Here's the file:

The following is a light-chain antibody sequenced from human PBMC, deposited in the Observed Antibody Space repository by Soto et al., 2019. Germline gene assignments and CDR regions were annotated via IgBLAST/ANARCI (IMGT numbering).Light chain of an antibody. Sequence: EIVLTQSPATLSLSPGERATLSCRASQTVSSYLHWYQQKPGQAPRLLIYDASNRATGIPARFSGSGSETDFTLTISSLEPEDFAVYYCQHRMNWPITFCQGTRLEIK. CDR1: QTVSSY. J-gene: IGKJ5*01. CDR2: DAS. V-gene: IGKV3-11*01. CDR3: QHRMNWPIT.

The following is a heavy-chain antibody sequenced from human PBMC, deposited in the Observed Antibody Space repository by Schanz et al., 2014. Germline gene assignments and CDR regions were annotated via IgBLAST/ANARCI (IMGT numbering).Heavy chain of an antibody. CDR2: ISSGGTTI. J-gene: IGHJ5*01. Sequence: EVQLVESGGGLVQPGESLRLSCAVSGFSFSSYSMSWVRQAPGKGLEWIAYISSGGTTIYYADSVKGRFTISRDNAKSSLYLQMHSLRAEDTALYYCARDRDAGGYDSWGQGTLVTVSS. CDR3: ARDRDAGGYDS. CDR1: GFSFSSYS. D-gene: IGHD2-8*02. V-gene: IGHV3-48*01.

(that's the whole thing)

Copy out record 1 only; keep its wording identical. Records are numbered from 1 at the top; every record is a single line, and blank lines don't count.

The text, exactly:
The following is a light-chain antibody sequenced from human PBMC, deposited in the Observed Antibody Space repository by Soto et al., 2019. Germline gene assignments and CDR regions were annotated via IgBLAST/ANARCI (IMGT numbering).Light chain of an antibody. Sequence: EIVLTQSPATLSLSPGERATLSCRASQTVSSYLHWYQQKPGQAPRLLIYDASNRATGIPARFSGSGSETDFTLTISSLEPEDFAVYYCQHRMNWPITFCQGTRLEIK. CDR1: QTVSSY. J-gene: IGKJ5*01. CDR2: DAS. V-gene: IGKV3-11*01. CDR3: QHRMNWPIT.